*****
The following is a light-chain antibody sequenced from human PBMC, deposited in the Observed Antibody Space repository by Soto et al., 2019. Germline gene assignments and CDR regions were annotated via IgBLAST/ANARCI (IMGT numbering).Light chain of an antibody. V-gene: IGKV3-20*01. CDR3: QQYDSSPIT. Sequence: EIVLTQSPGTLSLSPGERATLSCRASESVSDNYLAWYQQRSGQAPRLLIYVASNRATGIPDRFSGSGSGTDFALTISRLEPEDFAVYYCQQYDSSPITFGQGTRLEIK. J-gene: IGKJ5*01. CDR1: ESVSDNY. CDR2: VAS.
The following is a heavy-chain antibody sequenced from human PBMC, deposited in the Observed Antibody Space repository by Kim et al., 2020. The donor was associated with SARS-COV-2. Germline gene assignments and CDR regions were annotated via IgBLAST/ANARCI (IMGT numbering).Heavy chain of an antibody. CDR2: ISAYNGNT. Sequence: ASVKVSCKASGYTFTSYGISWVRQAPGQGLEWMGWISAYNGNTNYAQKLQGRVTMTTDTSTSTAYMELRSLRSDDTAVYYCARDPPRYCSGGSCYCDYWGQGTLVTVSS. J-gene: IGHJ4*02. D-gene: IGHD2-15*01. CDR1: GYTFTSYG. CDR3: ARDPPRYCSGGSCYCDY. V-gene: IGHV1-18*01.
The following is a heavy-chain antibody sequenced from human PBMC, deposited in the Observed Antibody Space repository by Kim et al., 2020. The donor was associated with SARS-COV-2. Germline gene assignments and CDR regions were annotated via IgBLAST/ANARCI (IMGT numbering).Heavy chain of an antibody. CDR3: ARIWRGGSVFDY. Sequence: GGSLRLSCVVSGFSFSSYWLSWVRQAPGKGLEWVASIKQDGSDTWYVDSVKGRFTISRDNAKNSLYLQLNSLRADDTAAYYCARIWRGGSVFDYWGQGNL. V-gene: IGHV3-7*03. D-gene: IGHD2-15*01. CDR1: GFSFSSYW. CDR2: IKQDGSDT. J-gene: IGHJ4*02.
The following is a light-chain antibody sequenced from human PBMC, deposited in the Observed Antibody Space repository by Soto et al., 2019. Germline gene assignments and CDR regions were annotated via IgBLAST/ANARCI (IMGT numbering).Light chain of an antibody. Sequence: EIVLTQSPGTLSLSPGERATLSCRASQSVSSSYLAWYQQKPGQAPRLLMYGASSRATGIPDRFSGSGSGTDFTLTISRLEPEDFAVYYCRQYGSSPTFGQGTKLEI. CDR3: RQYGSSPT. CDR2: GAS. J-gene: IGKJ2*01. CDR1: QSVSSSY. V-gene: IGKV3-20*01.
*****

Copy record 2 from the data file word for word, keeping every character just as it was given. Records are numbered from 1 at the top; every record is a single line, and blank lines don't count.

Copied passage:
The following is a heavy-chain antibody sequenced from human PBMC, deposited in the Observed Antibody Space repository by Kim et al., 2020. The donor was associated with SARS-COV-2. Germline gene assignments and CDR regions were annotated via IgBLAST/ANARCI (IMGT numbering).Heavy chain of an antibody. CDR2: ISAYNGNT. Sequence: ASVKVSCKASGYTFTSYGISWVRQAPGQGLEWMGWISAYNGNTNYAQKLQGRVTMTTDTSTSTAYMELRSLRSDDTAVYYCARDPPRYCSGGSCYCDYWGQGTLVTVSS. J-gene: IGHJ4*02. D-gene: IGHD2-15*01. CDR1: GYTFTSYG. CDR3: ARDPPRYCSGGSCYCDY. V-gene: IGHV1-18*01.